Are you keen to improve your gut health, but aren’t quite sure where to start? Then these five tips for better gut health are for you
We know that gut health makes a big difference to overall health, but it can be hard to know where to start trying to make it better. Until now! Aoife McDonald is here with her top tips for better gut health, which are all easy to implement.
Top tips for gut health
Fibre, Fibre, Fibre!
This is a good place to start when trying to improve gut health, as most of us would benefit from eating more of the good stuff (i.e fibre). It’s recommended that adults eat at least 30g per day, which is 10g more than what most of us are eating on the daily right now.
All plant foods contain fibre, so try to include as many as you can on a weekly basis. Choosing whole foods wherever possible is your best option. For example, try to base your diet more around fruit and vegetables, legumes (i.e. beans, peas and lentils), wholegrain cereals, nuts and seeds, and limit highly processed foods.
Why is fibre so important?
Well, from a gut health perspective, fibre is needed to keep our bowel movements regular, and to help feed our ‘good’ gut bacteria, which we will talk more about later!
Check food labels
We’re used to looking at food labels to check for things like fat, sugar and salt, but do you ever look at the fibre content of the foods you’re buying?
A good thing to do in the supermarket is to compare the labels of some similar products, for example breakfast cereals, to check which would be a better option in terms of fibre.
The trick is to look at the fibre content of the product per 100g, which should be clearly written on the label. If you see that there is 6g or more of fibre per 100g, then it is considered a ‘high fibre’ food. If it’s less than 6g, but more than 3g, then it is considered a ‘source’ of fibre.
Another good thing to look out for when checking food labels is the ingredients list. New research has shown that sweeteners may not be so good for our gut bacteria, as it is thought that they may reduce microbial diversity in the gut. If a food contains sweeteners, it will be on the ingredients list. It’s best not to have any type of food in excess, so the same applies for sweeteners – try not to have them in large amounts.
We all know that exercise is good for our muscles and our heart, but did you know that your gut also benefits from it?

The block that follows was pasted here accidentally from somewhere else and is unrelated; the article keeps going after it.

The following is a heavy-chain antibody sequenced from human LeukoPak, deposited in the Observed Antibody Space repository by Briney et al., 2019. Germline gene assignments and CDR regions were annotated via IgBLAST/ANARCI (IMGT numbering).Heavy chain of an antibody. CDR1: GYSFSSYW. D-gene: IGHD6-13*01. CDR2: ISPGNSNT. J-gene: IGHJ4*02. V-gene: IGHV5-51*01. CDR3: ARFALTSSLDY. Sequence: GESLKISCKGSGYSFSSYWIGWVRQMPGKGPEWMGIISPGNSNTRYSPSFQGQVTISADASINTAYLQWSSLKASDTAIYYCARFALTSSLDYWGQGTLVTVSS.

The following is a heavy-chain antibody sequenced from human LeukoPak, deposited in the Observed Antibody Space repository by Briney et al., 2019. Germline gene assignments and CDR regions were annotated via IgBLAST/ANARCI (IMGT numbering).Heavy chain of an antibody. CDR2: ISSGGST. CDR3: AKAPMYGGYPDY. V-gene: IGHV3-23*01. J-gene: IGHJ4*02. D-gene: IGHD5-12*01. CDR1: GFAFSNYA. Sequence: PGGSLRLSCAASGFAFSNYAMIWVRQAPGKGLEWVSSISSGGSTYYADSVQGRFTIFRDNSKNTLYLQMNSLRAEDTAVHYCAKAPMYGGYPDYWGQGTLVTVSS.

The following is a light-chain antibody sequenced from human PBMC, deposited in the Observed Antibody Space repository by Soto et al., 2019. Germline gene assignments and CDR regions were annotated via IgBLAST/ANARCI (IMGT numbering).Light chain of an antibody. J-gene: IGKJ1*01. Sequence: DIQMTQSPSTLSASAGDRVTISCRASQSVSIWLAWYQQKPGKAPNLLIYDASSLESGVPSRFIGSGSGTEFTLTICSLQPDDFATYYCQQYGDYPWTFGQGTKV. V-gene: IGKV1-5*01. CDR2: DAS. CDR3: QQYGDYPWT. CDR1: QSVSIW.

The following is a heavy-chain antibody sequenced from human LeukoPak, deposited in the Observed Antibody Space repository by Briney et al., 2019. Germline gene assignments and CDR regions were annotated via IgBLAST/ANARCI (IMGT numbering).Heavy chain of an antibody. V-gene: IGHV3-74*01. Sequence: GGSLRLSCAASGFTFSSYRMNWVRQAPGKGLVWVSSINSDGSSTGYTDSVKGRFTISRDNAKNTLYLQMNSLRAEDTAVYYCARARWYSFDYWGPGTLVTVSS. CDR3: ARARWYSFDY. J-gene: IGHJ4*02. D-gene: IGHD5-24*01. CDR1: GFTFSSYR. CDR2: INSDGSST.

Studies have shown that exercise can influence the types of bacteria in your gut for the better, and that’s even independent of our diets. One of the benefits is linked to the increase in bacteria that make something called butyrate, a fatty acid that plays an important role in keeping our gut lining in good nick.
So, now we have even more reason to exercise regularly!
Introduce fermented foods
Fermented foods have become more mainstream in recent times, but believe it or not, they have been around for thousands of years! Some popular ones you may have come across are yoghurts with ‘live cultures’, fermented milk drinks called kefir, and fermented tea called kombucha.
These products contain a variety of different live bacteria (probiotics) which are really beneficial for our health. However, not all fermented foods are probiotics. One example is beer, which is a fermented drink, but unfortunately does not have any beneficial bacteria!
If you plan to start eating fermented foods, always start with a small amount, and build up your intake over time. If you have digestive issues such as Irritable Bowel Syndrome (IBS), then these foods may worsen your symptoms, so be careful!
Probiotics are also available in capsule form, and certain bacteria have been shown to be helpful in specific circumstances, for example in IBS, and in the prevention of antibiotic-associated diarrhoea.
Read more: Why should I try fermented food?
Variety is key
Different types of gut bacteria thrive off different types of foods, so eating a wide variety of plant foods is the best way to keep your microbes happy. The variety helps to keep the population of gut bacteria well balanced and prevents certain species from taking over.
As well as the prebiotic fibres (food for good gut bacteria) in plant foods, our microbes can also feed off polyphenols, which are a type of plant chemical (not all chemicals are bad!). Polyphenols also act as antioxidants in the body and can be found in high amounts in foods such as berries, dark chocolate, soy products, nuts, vegetables, beans, seeds and olive oil.
And the take-home message is…
Eat a wide variety of high fibre plant foods, including fermented foods when you can, and exercise regularly for better gut health.
Aoife McDonald is a registered dietician based in Cork with a special interest in gut health, IBS and public health and promotion. For more information visit TheDigestiveHealthClinic or check out her Instagram account, which mainly focuses on IBS and gut health